The hock is the large joint in the middle of horses' hind legs. This joint is similar to the ankle in people with the same number and structure of the bones making up the joint. Problems with the hock joint are what cause lameness in a horse. Most problems occur in small hock joints because smaller joints cannot bear the weight or movement of a horse, though horses with large hocks may have problems, too.
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Swelling is the first sign of a minor hock problem. When the horse runs or turns, the bones in the joint face more pressure than they can bear. The horse's body responds by padding the joint with fluid. Anytime a horse's hock joint looks larger, pressing on the area to check for possible swelling is necessary.
When a horse is running, it should land on the back, or heel, of the back hoof. The back of the hoof is designed to absorb the shock of the horse's weight. This type of ideal landing also puts pressure on the hock. A horse with a painful hock will begin to land on the toe of the rear hooves. Trainers can check the toe of the hoof for wear or injury to verify that a horse is landing continually on its toe.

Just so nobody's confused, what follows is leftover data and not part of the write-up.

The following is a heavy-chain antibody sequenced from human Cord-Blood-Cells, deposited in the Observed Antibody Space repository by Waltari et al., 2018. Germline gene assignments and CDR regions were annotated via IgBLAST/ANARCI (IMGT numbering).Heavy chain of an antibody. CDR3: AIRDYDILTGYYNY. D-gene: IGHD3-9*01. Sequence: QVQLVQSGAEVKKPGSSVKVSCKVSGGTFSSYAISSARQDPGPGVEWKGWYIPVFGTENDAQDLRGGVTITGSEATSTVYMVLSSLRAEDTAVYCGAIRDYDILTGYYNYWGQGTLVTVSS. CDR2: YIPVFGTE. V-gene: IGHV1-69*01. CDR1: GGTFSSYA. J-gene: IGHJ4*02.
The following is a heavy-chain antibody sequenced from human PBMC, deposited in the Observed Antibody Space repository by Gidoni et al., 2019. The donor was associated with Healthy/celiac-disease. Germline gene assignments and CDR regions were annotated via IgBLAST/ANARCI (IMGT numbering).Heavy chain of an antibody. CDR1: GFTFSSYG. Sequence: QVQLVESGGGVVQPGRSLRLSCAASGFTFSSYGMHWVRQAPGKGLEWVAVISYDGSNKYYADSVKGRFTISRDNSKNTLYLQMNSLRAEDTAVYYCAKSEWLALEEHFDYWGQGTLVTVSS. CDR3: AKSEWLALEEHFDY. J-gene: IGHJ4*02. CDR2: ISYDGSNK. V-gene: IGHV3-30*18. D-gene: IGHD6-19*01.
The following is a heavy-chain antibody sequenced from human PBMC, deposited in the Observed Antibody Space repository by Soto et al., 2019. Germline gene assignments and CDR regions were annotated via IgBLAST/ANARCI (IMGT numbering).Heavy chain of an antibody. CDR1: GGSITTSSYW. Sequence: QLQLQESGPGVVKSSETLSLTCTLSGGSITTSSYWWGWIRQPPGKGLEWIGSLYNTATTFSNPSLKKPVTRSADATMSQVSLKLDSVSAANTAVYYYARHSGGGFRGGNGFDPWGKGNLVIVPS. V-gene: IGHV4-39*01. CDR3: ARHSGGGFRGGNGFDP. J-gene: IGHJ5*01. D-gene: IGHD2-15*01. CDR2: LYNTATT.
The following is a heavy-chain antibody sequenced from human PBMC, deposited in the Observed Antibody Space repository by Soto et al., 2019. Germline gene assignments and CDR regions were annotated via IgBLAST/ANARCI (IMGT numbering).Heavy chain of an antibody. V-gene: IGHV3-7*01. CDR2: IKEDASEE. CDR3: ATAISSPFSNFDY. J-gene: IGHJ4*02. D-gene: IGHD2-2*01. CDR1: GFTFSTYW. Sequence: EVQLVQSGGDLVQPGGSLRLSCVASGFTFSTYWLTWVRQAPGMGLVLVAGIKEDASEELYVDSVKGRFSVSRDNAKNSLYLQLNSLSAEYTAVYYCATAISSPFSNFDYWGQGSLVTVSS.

Stretching the legs out completely allows a horse to run faster, but the resulting full stride can hurt the hock. Many horses begin to take shorter strides to help alleviate the pain. If a horse's stride seems to be getting shorter, which will be evident in the horse's running time, the best option is to check the hock to see if the horse reacts in pain.
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